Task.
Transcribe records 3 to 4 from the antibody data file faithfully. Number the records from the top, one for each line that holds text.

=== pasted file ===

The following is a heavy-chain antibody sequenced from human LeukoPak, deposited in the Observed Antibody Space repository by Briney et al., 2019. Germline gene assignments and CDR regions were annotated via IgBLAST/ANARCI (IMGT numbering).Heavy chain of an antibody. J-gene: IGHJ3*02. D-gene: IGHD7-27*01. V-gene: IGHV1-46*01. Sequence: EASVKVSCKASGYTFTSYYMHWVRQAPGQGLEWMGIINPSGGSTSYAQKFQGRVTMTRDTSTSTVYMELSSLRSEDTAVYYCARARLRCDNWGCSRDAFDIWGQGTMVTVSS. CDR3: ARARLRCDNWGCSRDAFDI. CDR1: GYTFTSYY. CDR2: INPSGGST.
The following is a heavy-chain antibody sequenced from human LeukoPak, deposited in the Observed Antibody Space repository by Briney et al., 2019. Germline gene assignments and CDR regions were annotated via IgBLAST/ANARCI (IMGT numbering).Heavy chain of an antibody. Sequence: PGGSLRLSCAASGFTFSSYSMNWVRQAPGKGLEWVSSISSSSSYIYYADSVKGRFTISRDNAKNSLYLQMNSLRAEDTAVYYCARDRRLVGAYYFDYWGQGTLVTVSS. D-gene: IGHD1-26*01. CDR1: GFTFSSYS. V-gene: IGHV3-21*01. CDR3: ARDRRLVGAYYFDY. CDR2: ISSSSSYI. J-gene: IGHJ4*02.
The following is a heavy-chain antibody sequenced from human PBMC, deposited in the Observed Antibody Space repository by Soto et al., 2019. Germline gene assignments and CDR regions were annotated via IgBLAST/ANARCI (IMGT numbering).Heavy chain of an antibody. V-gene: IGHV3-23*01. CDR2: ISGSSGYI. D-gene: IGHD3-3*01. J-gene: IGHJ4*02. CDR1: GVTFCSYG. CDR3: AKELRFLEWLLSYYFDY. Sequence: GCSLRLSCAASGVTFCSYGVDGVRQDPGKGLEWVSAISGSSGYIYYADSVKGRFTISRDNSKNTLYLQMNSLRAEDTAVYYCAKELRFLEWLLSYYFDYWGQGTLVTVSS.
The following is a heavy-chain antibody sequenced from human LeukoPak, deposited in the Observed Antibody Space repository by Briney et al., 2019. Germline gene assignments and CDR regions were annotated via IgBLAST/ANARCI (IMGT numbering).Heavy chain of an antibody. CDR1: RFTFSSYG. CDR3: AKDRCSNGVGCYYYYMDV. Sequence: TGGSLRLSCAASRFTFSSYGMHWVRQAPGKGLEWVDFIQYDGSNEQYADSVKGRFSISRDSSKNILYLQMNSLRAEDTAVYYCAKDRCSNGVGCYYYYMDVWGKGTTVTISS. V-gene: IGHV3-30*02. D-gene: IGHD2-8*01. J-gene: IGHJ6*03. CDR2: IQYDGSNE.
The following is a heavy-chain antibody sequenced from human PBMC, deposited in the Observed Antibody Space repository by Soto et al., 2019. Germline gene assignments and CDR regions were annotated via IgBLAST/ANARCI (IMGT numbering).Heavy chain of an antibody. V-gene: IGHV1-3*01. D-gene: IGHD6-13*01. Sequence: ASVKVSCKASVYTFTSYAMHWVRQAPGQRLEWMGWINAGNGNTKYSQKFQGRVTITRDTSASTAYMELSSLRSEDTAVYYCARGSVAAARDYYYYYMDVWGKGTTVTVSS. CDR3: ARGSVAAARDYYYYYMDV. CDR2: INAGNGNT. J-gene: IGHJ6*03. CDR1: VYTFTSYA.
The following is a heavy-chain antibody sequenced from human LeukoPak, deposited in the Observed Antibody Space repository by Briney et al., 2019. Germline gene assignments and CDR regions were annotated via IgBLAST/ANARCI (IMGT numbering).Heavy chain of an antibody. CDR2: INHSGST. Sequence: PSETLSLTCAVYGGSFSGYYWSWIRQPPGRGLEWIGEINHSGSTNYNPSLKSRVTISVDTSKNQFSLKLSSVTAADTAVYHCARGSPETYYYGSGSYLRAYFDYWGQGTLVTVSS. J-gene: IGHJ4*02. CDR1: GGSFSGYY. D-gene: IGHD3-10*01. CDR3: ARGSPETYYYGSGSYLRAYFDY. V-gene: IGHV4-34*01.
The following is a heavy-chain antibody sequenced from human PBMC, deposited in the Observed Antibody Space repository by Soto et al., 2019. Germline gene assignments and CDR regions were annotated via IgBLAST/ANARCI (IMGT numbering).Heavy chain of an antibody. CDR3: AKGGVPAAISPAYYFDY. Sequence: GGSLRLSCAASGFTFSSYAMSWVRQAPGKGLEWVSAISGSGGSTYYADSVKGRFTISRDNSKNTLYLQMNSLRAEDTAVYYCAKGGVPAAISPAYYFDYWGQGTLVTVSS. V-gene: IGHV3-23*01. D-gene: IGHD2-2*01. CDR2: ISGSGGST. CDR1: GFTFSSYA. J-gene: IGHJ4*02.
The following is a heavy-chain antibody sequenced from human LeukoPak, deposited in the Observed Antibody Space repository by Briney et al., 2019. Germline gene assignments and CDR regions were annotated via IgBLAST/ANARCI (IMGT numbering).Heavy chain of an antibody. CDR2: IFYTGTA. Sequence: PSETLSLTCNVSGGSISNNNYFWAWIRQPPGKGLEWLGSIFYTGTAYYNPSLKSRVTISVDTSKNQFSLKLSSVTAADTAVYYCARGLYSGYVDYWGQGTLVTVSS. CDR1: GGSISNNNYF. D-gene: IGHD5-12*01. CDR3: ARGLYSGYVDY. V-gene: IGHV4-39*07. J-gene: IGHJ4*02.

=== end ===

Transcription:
The following is a heavy-chain antibody sequenced from human PBMC, deposited in the Observed Antibody Space repository by Soto et al., 2019. Germline gene assignments and CDR regions were annotated via IgBLAST/ANARCI (IMGT numbering).Heavy chain of an antibody. V-gene: IGHV3-23*01. CDR2: ISGSSGYI. D-gene: IGHD3-3*01. J-gene: IGHJ4*02. CDR1: GVTFCSYG. CDR3: AKELRFLEWLLSYYFDY. Sequence: GCSLRLSCAASGVTFCSYGVDGVRQDPGKGLEWVSAISGSSGYIYYADSVKGRFTISRDNSKNTLYLQMNSLRAEDTAVYYCAKELRFLEWLLSYYFDYWGQGTLVTVSS.
The following is a heavy-chain antibody sequenced from human LeukoPak, deposited in the Observed Antibody Space repository by Briney et al., 2019. Germline gene assignments and CDR regions were annotated via IgBLAST/ANARCI (IMGT numbering).Heavy chain of an antibody. CDR1: RFTFSSYG. CDR3: AKDRCSNGVGCYYYYMDV. Sequence: TGGSLRLSCAASRFTFSSYGMHWVRQAPGKGLEWVDFIQYDGSNEQYADSVKGRFSISRDSSKNILYLQMNSLRAEDTAVYYCAKDRCSNGVGCYYYYMDVWGKGTTVTISS. V-gene: IGHV3-30*02. D-gene: IGHD2-8*01. J-gene: IGHJ6*03. CDR2: IQYDGSNE.